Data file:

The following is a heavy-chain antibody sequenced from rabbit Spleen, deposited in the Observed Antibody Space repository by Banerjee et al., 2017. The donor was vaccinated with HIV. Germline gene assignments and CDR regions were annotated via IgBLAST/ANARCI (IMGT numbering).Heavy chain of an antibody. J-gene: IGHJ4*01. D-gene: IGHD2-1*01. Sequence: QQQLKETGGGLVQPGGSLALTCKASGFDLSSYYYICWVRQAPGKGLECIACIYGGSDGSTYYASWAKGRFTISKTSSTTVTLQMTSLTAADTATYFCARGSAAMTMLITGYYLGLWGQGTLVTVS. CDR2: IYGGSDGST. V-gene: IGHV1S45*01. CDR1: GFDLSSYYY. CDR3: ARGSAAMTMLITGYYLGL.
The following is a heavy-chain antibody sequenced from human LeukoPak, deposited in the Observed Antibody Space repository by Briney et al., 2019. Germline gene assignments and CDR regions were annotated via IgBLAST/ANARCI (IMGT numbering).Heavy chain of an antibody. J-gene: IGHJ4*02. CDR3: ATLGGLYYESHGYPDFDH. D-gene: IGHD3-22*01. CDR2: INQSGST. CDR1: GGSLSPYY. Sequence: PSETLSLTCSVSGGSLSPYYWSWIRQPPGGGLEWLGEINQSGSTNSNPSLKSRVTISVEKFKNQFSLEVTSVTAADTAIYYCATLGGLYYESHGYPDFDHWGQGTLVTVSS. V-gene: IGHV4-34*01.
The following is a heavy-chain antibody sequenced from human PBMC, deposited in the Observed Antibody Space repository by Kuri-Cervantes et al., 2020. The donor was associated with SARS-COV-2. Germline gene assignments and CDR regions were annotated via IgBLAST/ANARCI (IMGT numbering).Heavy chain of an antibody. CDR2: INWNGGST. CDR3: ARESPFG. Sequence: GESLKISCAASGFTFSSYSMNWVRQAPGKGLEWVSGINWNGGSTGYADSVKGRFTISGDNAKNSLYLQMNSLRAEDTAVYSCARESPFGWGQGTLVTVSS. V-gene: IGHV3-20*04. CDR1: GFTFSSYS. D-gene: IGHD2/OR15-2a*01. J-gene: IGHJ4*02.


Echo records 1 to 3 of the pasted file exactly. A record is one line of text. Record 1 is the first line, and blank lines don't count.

The following is a heavy-chain antibody sequenced from rabbit Spleen, deposited in the Observed Antibody Space repository by Banerjee et al., 2017. The donor was vaccinated with HIV. Germline gene assignments and CDR regions were annotated via IgBLAST/ANARCI (IMGT numbering).Heavy chain of an antibody. J-gene: IGHJ4*01. D-gene: IGHD2-1*01. Sequence: QQQLKETGGGLVQPGGSLALTCKASGFDLSSYYYICWVRQAPGKGLECIACIYGGSDGSTYYASWAKGRFTISKTSSTTVTLQMTSLTAADTATYFCARGSAAMTMLITGYYLGLWGQGTLVTVS. CDR2: IYGGSDGST. V-gene: IGHV1S45*01. CDR1: GFDLSSYYY. CDR3: ARGSAAMTMLITGYYLGL.
The following is a heavy-chain antibody sequenced from human LeukoPak, deposited in the Observed Antibody Space repository by Briney et al., 2019. Germline gene assignments and CDR regions were annotated via IgBLAST/ANARCI (IMGT numbering).Heavy chain of an antibody. J-gene: IGHJ4*02. CDR3: ATLGGLYYESHGYPDFDH. D-gene: IGHD3-22*01. CDR2: INQSGST. CDR1: GGSLSPYY. Sequence: PSETLSLTCSVSGGSLSPYYWSWIRQPPGGGLEWLGEINQSGSTNSNPSLKSRVTISVEKFKNQFSLEVTSVTAADTAIYYCATLGGLYYESHGYPDFDHWGQGTLVTVSS. V-gene: IGHV4-34*01.
The following is a heavy-chain antibody sequenced from human PBMC, deposited in the Observed Antibody Space repository by Kuri-Cervantes et al., 2020. The donor was associated with SARS-COV-2. Germline gene assignments and CDR regions were annotated via IgBLAST/ANARCI (IMGT numbering).Heavy chain of an antibody. CDR2: INWNGGST. CDR3: ARESPFG. Sequence: GESLKISCAASGFTFSSYSMNWVRQAPGKGLEWVSGINWNGGSTGYADSVKGRFTISGDNAKNSLYLQMNSLRAEDTAVYSCARESPFGWGQGTLVTVSS. V-gene: IGHV3-20*04. CDR1: GFTFSSYS. D-gene: IGHD2/OR15-2a*01. J-gene: IGHJ4*02.